New things are being learned everyday in the crafting world. At skills fair in Seattle this year participants learned to make soap, nut milks, and solar cookers. People are recognizing the joy and satisfaction and security of being able to provide for our own needs, proclaimed a flyer for the event. It is kind of like relearning the skills our grandparents knew!
Crafting is not just good for the soul; it’s also good for the body and mind, according to researchers at the University of Florida’s Center for Arts in Medicine. So if you have a burning desire to do a craft find what you are good at and do it. You might make it your next full time job. The most important part is enjoy what you make and do every day.

Article provided by Parade and Teri Reuvers


Here are some more ways to save that you may not have thought of.

· Start a budget, stick to it:  This may seem like an obvious tip on how to save, but it’s something that not a ton of people do. Just keeping track of where your money is going has a tendency to help you realize a lot of areas that you can save.

· Wash your own car:  Instead of going to the car wash and spending between $15-30 every time you go, wash your own car!

· Do your own maintenance: If you’re handy with all things automotive, change your own oil to save on a trip to the service station.  Maintain your own home appliances with help from the internet!

· Stop a bad habit:  Are you a smoker?  Quit! It’s better for your  health and will save a ton of money.  Drink lots of soda?  Stop! Drink more water instead.

· Don’t pay for extras:  Renting a car? Don’t pay for the extra insurance if your own insurance covers it.  Going on a flight? Don’t pay for first class, but try to get an exit row with extra leg room instead.

· Save by reducing your taxable income:  Take advantage of deductions, make deductible contributions to retirement accounts or increase amount sent to flexible spending or health savings accounts.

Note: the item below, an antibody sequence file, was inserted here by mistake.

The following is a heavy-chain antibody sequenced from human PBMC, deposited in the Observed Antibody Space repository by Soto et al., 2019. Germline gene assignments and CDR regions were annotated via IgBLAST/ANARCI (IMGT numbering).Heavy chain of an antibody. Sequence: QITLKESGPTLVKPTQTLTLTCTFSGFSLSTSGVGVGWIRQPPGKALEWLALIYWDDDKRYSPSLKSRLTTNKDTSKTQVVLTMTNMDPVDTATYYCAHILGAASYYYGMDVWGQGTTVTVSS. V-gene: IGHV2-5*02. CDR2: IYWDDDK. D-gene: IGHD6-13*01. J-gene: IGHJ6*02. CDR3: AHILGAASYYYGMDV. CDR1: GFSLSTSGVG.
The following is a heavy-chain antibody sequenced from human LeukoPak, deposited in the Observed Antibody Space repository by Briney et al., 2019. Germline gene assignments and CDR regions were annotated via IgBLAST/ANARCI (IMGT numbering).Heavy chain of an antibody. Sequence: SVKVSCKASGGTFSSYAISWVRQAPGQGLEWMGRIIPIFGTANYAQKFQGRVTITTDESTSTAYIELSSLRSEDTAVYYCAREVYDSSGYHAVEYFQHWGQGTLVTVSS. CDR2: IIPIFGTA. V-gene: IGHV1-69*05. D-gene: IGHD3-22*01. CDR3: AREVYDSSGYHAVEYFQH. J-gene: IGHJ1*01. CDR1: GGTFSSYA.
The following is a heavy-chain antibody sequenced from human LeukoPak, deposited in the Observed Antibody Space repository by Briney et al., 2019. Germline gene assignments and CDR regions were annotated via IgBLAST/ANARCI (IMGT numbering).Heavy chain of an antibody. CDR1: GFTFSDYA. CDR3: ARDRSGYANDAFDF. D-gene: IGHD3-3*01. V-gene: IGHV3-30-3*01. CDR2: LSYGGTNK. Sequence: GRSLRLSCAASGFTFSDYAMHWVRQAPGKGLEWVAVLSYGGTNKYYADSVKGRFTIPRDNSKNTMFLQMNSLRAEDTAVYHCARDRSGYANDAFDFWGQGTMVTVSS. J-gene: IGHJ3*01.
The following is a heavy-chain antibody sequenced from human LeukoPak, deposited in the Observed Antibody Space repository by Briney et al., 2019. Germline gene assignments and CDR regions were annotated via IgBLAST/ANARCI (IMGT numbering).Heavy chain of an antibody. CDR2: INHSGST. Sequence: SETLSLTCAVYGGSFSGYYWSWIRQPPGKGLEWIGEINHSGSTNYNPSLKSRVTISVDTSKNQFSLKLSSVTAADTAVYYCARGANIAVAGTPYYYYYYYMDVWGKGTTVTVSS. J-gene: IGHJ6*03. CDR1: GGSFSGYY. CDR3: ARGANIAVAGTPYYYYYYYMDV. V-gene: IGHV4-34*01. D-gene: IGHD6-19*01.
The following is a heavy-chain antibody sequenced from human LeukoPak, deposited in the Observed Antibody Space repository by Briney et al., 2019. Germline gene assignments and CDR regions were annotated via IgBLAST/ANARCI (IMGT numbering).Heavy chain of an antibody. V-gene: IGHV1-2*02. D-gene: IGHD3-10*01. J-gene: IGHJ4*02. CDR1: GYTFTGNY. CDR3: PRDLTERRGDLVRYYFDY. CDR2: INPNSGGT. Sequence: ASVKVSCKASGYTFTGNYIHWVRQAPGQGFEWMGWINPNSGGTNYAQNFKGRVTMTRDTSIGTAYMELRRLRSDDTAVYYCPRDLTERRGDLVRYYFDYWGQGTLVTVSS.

This list is just the beginning. Saving money can really become a way of life if you want it to be. You just have to be creative, have a reason and a goal for why you’re trying to save, and think consciously about the decisions that you’re making.

October has always been my favorite month. It’s the time of year when the leaves start to change into beautiful shades of red and orange and the word “pumpkin” is in front of everything from candles to hot drinks. It’s also the month that parents turn into Inspector Gadget trying to purchase Halloween costumes without dipping into college savings.
Coming up with kids’ Halloween costume ideas is never easy. Throw saving money into the mix, and it gets even more difficult. As my son gets older, he’s starting to take more of an interest in dressing up, so I’ve become quite creative in finding ways to make sure his wishes match my wallet. Before you head to the store, it’s important to have a costume idea or theme in mind. This will help eliminate overspending and endless hours in aisles.
Here are some tips on how you can make your child’s Halloween dreams come true without taking a financial hit.
Thrift Stores
In recent years, I’ve noticed more thrift stores creating special displays just for Halloween decor and costumes. You may be able to find a complete costume (sometimes with the tags still on!) or find accessories to complement a costume. Make sure to go with an idea of what you will need to complete the costume or you could spend all day sifting through the racks to find a good match.
Consignment Stores
Consignment stores are a great budget-friendly option because you can bring last year’s costume and put some of that money toward this year’s. I frequently used consignment stores when my son was a toddler because he was growing so fast and I didn’t want to spend a lot of money on something he’d only wear once. Consignment stores may have special Halloween costume shopping events, coupons or swaps. Make sure you are on their mailing lists to stay in the loop for last-minute offers.
Last year was the first year I made my son’s costume — a buttery box of popcorn.  All of the materials were items I had in my home. I used a large cardboard box, red and white duct tape, a packet of microwaveable popcorn, a sheet of paper and a glue gun. My project began with cutting a neck and arm holes in the box to fit my son. Using the red and white duct tape, I created vertical stripes around the box.  I microwaved popcorn and hot-glued it to the top of the box. Using my computer and printer, I made a sign that said “popcorn” to glue to the front of the box. It was a big hit, and it only took me an hour to make.